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Ya, they are binary codes and the layout is rwxrwxrwx where the 1st rwx is user, 2nd rwx is group, and the 3rd is other. Put a one in the spots you want enabled, a 0 where you want disabled. And then convert the result of each group into decimal. For instance 101 (r-x) = 5.
ok well what he is trying to get across is that you only actually need the following :
1 === execute
2 === write
4 === read
cause he first states that each group has the available permissoins rwx ..
then now he states that if you want the outcome of the results to be for example r-x, which is read access, execute access, but no write access, then to make it a little easier just use 1's and 0's ....
so a - = not enabled
and either a r,w,x in a position means = is enabled
so in our example we have r-x .. so the following is true :
r = enabled (takes a value of 1)
- = write is NOT enabled (takes a value of 0)
x = execute is enabled (takes a value of 1)
so if you put them together you get 101 because the format is rwx .. got it so far
so if we look at the chart given above we see that read = 4 and execute = 1 so if we add 4 + 1 we get the answer of 5 ...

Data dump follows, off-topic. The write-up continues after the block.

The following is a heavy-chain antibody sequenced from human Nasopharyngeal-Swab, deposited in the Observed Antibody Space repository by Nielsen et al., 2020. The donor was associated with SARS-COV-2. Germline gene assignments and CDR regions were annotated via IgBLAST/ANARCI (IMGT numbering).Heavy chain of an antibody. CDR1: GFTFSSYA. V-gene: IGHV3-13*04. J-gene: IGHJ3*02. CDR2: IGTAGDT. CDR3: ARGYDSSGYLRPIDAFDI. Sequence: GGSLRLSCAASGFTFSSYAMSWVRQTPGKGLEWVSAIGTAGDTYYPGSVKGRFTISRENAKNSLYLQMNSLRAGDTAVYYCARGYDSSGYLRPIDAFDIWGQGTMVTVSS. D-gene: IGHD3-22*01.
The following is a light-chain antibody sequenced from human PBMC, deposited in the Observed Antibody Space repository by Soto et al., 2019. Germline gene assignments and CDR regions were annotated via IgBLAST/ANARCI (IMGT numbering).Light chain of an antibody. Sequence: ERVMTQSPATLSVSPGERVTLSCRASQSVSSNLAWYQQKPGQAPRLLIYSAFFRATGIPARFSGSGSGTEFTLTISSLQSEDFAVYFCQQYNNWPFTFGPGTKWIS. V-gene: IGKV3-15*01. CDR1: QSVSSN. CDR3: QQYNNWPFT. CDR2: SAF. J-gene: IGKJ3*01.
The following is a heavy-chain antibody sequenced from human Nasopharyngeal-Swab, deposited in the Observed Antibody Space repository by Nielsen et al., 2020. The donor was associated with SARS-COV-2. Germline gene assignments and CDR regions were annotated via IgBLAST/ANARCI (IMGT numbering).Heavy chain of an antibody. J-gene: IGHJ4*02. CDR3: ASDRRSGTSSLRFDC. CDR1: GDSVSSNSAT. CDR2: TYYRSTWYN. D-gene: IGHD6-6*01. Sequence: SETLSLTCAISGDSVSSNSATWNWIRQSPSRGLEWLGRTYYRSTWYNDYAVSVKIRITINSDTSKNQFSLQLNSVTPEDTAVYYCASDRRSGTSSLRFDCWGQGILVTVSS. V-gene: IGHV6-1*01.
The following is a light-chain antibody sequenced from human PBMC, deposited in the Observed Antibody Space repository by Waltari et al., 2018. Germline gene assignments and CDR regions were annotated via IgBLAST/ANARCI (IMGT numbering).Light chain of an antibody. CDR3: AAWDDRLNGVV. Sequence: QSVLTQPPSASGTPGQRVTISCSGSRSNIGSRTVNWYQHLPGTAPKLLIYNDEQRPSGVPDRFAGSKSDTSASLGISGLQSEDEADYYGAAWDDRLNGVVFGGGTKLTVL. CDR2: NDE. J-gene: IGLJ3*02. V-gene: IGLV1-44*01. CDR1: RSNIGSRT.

another quick example ...
we'll use the following -> --x
so if we break it down
- = read is not enabled (takes a value of 0)
w = IS enabled (takes a value of 1)
x = IS enabled (takes a value of 1)
so you put it together and you get 011 (keep in mind the format of rwx, and also our chart above), and add them together (0 + 2 + 1 = 3) you get the answer of 3
just noticed that someone else got to it before me in explaining this little journey, but with both posts i think you'll get a better understand of what jtshaw was trying to get across ...
It's a bitmask, all possible combinations are represented by a unique number. You really only need to memorize 1, 2 and 4 (if there were more options would then go to 8, 16, 32, etc...) Just add the numbers together for the combinations. It's not that hard.
Really should use user, group and other instead of owner, group and world if you don't want to confuse people with things like chmod o+r. A newbie is more likely to think that grants the owner read permission than the world. There's no reason to make it more difficult than it really is IMHO.